The Senate Judiciary Committee Monday voted along party lines to advance Supreme Court nominee Neil Gorsuch out of committee, pushing his nomination to the Senate floor where a filibuster now awaits.
Earlier in the day, Senate Democrats gained enough votes to block the nomination on the floor, a move that appears certain to lead Republicans to change Senate rules and allow Gorsuch to be confirmed with a simple majority of 51 votes, instead of the current 60-vote threshold.
Four Democrats announced their opposition to Gorsuch Monday morning, including three on the Senate Judiciary Committee who spent the morning debating his nomination.
Related: What the Nuclear Option Is and Why It Matters
Senate Majority Leader Mitch McConnell Sunday indicated that he will proceed with the co-called "nuclear option" to change Senate rules and avoid a filibuster.
"Neil Gorsuch will be confirmed this week. How that happens will really depend on what will happen with our Democratic friends," said McConnell on NBC's "Meet the Press" on Sunday. Republicans currently hold 52 seats in the Senate.
Sen. Dianne Feinstein, D-Calif. and the top Democrat on the Senate Judiciary Committee, announced during this morning's hearing that she "cannot support this nomination." Her spokesman confirmed Monday that she will support a filibuster.
"Judge Gorsuch’s views were difficult to discern because he refused to answer many questions — even basic questions that were answered by previous nominees," Feinstein said.
Her announcement, along with similar announcements from several of her colleagues, gave Democrats the 41 votes they needed to filibuster the nomination.
All eleven Republicans on the Judiciary Committee emerged from their meeting united, holding a news conference denouncing Democrats who they say can't come to terms with Trump's electoral victory in November.
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"Our Democratic colleagues cannot accept the fact that President Trump won," said Sen. Lindsey Graham, R-S.C. "Well, he did."
In the last hour on the Senate floor, Minority Leader Chuck Schumer noted that having enough Democrats to filibuster Judge Neil Gorsuch is just more evidence that the nominee should be changed.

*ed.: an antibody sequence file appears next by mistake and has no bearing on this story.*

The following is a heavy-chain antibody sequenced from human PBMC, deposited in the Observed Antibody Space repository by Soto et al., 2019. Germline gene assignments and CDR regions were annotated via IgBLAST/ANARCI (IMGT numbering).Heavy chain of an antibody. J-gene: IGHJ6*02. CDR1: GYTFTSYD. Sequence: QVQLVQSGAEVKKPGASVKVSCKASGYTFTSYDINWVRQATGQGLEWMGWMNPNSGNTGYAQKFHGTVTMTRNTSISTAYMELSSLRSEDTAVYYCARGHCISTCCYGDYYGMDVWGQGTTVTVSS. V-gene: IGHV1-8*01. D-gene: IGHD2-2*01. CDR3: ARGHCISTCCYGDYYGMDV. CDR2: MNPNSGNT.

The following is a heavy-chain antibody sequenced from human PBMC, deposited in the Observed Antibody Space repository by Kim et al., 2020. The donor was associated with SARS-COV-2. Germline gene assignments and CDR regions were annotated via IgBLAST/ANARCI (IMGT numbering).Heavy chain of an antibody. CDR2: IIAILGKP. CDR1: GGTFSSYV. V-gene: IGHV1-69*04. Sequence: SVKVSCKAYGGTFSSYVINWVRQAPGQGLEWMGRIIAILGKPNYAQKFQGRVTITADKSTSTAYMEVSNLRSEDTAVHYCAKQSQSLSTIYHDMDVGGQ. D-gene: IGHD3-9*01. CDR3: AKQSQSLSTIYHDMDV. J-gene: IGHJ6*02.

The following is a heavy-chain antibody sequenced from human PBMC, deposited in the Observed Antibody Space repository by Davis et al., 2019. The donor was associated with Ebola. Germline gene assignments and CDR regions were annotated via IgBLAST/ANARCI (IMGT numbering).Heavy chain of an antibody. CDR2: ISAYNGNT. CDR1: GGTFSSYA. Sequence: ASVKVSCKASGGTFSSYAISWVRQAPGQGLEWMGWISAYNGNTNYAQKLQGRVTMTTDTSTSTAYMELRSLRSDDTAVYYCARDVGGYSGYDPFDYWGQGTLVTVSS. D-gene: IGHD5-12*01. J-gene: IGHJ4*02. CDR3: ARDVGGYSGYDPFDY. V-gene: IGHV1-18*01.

Related: These Are the Democrats Voting Against Neil Gorsuch
Republican members will have to vote to actively implement the "nuclear option." Sen. Chuck Grassley, R-Iowa, and top Republican on the Judiciary Committee, said he will "do whatever it takes to get Gorusch on the Supreme Court."
Gorsuch was nominated by President Donald Trump to replace Justice Antonin Scalia who died in February of 2016.
Gorsuch went through four days of hearings in the Judiciary Committee where Democrats expressed concern about his conservative leanings, including his inclination to rule in favor of corporations over individuals.
But the fight over Gorsuch this week is heading toward an unprecedented battle that is likely to change the Senate rules for this nominee and those in the future.
"You shouldn’t change the rules. You should change the nominee," said Schumer Sunday on "Meet the Press."
A move by Republicans to change the rules would be the latest escalation in a long-running partisan battle over the judiciary and other presidential appointments in the upper chamber.
Democrats forced a rules change in 2013 after Senate Republicans blocked most of President Barack Obama’s judicial nominees and several cabinet positions. The "nuclear option" imposed then reduced the threshold for passage from 60 votes to 51 votes for all cabinet and judicial positions other than the Supreme Court, allowing Obama’s nominees to pass. It’s a decision that Schumer has said he laments.
But McConnell’s refusal to even consider President Barack Obama’s Supreme Court nominee Merrick Garland, not giving him a hearing or even holding meetings, inflamed tensions.
Graham said Democrats aren't innocent.
"When you complain about Garland, it's the arsonist complaining about the fire," Graham said.
Democrats changed the Senate rules in 2013 from requiring a 60-vote to a simple majority for all judicial nominations and cabinet officials after Republicans blocked Obama's nominees.
Buoyed by their party's activists, Schumer and McConnell have little incentive to ratchet down the extremes. The Senate’s mood is reflective of the mood in the country. In a recent NBC News/Survey Monkey poll released last week, 84 percent of Republicans want a vote on Gorsuch while only 31 percent of Democrats do. (However, most polls taken after Garland's nomination indicated that a majority of Americans wanted him to be confirmed.)
Liberal groups are urging the Senate Democrat’s campaign arm, the DSCC, to challenge Senators Joe Manchin of West Virginia and Heidi Heitkamp of North Dakota because they have announced that they will support Gorsuch. Senator Joe Donnelly of Indiana is the third Democrat to announce his support for Gorsuch.
And on the right, the conservative Judicial Crisis Network, which has spent at least $10 million targeting senators over Gorsuch, put out a statement ahead of this week’s vote.
“We will be on the front lines supporting him and his colleagues," Carrie Severino, chief counsel of the Judicial Crisis Network, said in a statement. "Chuck Schumer is engaged in a scorched-earth, first-ever partisan filibuster to try and block Judge Gorsuch.”